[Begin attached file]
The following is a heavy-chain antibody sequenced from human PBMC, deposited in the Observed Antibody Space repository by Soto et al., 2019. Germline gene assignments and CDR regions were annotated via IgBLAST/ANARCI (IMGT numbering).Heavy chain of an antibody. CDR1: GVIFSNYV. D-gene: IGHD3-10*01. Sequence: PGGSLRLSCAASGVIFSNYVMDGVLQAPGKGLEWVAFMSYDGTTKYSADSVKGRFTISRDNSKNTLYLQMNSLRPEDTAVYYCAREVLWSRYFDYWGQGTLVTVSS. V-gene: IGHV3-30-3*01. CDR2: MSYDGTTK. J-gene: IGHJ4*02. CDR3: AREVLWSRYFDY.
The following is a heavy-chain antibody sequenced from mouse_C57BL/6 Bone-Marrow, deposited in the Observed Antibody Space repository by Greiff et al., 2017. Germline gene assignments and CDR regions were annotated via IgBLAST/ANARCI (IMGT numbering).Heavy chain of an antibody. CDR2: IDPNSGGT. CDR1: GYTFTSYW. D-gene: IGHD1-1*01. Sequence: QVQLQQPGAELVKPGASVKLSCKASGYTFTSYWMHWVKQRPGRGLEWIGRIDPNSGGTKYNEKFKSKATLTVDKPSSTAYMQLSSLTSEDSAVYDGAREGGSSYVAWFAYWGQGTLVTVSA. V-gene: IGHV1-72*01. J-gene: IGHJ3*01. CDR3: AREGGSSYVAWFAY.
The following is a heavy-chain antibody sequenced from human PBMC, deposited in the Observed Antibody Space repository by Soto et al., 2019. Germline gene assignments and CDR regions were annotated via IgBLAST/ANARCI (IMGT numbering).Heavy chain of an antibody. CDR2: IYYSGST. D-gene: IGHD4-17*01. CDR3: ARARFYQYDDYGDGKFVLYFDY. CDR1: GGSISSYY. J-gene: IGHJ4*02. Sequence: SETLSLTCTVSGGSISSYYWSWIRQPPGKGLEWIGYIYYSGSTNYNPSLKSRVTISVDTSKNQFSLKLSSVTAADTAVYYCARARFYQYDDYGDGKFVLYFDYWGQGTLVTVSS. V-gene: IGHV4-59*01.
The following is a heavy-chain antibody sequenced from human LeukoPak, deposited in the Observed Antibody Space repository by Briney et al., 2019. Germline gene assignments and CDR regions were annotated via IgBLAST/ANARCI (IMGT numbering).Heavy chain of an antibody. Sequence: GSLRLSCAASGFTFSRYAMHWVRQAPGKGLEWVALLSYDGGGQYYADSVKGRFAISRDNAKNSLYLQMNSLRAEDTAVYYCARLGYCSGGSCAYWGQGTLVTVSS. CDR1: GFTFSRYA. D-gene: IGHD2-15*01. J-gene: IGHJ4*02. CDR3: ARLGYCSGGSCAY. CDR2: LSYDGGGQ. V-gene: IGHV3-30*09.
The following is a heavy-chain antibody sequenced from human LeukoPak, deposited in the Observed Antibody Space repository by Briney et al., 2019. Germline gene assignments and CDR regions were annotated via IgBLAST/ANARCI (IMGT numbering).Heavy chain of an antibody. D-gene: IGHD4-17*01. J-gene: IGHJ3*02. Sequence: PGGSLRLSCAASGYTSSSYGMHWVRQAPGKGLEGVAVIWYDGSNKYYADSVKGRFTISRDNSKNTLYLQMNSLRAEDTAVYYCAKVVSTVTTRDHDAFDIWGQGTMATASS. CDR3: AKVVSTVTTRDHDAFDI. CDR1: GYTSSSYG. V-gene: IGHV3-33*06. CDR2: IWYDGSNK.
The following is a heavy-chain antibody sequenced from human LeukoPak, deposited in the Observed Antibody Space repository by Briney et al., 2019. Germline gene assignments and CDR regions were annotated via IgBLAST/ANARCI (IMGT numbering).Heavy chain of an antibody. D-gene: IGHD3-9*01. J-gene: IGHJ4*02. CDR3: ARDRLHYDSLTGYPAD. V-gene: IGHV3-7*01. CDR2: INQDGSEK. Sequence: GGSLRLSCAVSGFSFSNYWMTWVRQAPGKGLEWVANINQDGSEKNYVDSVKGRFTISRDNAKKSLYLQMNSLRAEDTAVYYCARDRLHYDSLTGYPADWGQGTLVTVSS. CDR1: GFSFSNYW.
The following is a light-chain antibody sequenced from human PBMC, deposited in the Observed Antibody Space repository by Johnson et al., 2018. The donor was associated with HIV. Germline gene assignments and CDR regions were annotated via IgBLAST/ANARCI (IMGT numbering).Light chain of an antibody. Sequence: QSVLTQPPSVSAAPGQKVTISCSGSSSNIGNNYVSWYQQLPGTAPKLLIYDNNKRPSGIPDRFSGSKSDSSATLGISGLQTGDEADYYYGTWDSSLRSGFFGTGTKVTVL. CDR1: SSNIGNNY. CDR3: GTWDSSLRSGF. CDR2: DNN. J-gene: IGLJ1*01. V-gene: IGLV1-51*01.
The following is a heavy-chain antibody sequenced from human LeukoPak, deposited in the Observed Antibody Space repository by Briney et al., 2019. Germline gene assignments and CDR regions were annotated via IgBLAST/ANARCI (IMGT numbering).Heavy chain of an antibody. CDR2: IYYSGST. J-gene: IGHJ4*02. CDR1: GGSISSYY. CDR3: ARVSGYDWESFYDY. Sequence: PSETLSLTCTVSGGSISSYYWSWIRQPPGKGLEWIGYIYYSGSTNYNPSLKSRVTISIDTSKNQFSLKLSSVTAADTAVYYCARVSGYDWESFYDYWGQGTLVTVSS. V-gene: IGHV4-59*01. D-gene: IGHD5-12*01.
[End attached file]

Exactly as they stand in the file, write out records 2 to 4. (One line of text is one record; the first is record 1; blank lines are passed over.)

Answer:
The following is a heavy-chain antibody sequenced from mouse_C57BL/6 Bone-Marrow, deposited in the Observed Antibody Space repository by Greiff et al., 2017. Germline gene assignments and CDR regions were annotated via IgBLAST/ANARCI (IMGT numbering).Heavy chain of an antibody. CDR2: IDPNSGGT. CDR1: GYTFTSYW. D-gene: IGHD1-1*01. Sequence: QVQLQQPGAELVKPGASVKLSCKASGYTFTSYWMHWVKQRPGRGLEWIGRIDPNSGGTKYNEKFKSKATLTVDKPSSTAYMQLSSLTSEDSAVYDGAREGGSSYVAWFAYWGQGTLVTVSA. V-gene: IGHV1-72*01. J-gene: IGHJ3*01. CDR3: AREGGSSYVAWFAY.
The following is a heavy-chain antibody sequenced from human PBMC, deposited in the Observed Antibody Space repository by Soto et al., 2019. Germline gene assignments and CDR regions were annotated via IgBLAST/ANARCI (IMGT numbering).Heavy chain of an antibody. CDR2: IYYSGST. D-gene: IGHD4-17*01. CDR3: ARARFYQYDDYGDGKFVLYFDY. CDR1: GGSISSYY. J-gene: IGHJ4*02. Sequence: SETLSLTCTVSGGSISSYYWSWIRQPPGKGLEWIGYIYYSGSTNYNPSLKSRVTISVDTSKNQFSLKLSSVTAADTAVYYCARARFYQYDDYGDGKFVLYFDYWGQGTLVTVSS. V-gene: IGHV4-59*01.
The following is a heavy-chain antibody sequenced from human LeukoPak, deposited in the Observed Antibody Space repository by Briney et al., 2019. Germline gene assignments and CDR regions were annotated via IgBLAST/ANARCI (IMGT numbering).Heavy chain of an antibody. Sequence: GSLRLSCAASGFTFSRYAMHWVRQAPGKGLEWVALLSYDGGGQYYADSVKGRFAISRDNAKNSLYLQMNSLRAEDTAVYYCARLGYCSGGSCAYWGQGTLVTVSS. CDR1: GFTFSRYA. D-gene: IGHD2-15*01. J-gene: IGHJ4*02. CDR3: ARLGYCSGGSCAY. CDR2: LSYDGGGQ. V-gene: IGHV3-30*09.